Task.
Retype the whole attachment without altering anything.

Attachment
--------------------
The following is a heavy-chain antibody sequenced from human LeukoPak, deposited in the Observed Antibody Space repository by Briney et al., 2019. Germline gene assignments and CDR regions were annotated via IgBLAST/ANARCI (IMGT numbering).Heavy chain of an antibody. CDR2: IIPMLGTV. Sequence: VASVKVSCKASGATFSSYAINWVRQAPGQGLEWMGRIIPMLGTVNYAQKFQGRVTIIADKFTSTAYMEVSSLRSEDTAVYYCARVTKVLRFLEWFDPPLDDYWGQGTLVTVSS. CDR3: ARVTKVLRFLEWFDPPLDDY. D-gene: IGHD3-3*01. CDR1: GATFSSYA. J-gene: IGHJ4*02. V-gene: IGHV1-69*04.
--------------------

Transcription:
The following is a heavy-chain antibody sequenced from human LeukoPak, deposited in the Observed Antibody Space repository by Briney et al., 2019. Germline gene assignments and CDR regions were annotated via IgBLAST/ANARCI (IMGT numbering).Heavy chain of an antibody. CDR2: IIPMLGTV. Sequence: VASVKVSCKASGATFSSYAINWVRQAPGQGLEWMGRIIPMLGTVNYAQKFQGRVTIIADKFTSTAYMEVSSLRSEDTAVYYCARVTKVLRFLEWFDPPLDDYWGQGTLVTVSS. CDR3: ARVTKVLRFLEWFDPPLDDY. D-gene: IGHD3-3*01. CDR1: GATFSSYA. J-gene: IGHJ4*02. V-gene: IGHV1-69*04.